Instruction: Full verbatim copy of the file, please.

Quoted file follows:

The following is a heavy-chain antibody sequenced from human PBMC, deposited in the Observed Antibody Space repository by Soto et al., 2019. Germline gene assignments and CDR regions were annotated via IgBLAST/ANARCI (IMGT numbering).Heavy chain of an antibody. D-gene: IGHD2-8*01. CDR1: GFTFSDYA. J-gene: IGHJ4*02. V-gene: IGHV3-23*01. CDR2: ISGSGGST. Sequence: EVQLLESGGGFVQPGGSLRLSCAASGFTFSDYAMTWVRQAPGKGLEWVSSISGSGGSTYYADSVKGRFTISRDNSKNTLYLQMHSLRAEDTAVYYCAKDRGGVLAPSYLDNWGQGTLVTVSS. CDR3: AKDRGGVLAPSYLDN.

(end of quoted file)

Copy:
The following is a heavy-chain antibody sequenced from human PBMC, deposited in the Observed Antibody Space repository by Soto et al., 2019. Germline gene assignments and CDR regions were annotated via IgBLAST/ANARCI (IMGT numbering).Heavy chain of an antibody. D-gene: IGHD2-8*01. CDR1: GFTFSDYA. J-gene: IGHJ4*02. V-gene: IGHV3-23*01. CDR2: ISGSGGST. Sequence: EVQLLESGGGFVQPGGSLRLSCAASGFTFSDYAMTWVRQAPGKGLEWVSSISGSGGSTYYADSVKGRFTISRDNSKNTLYLQMHSLRAEDTAVYYCAKDRGGVLAPSYLDNWGQGTLVTVSS. CDR3: AKDRGGVLAPSYLDN.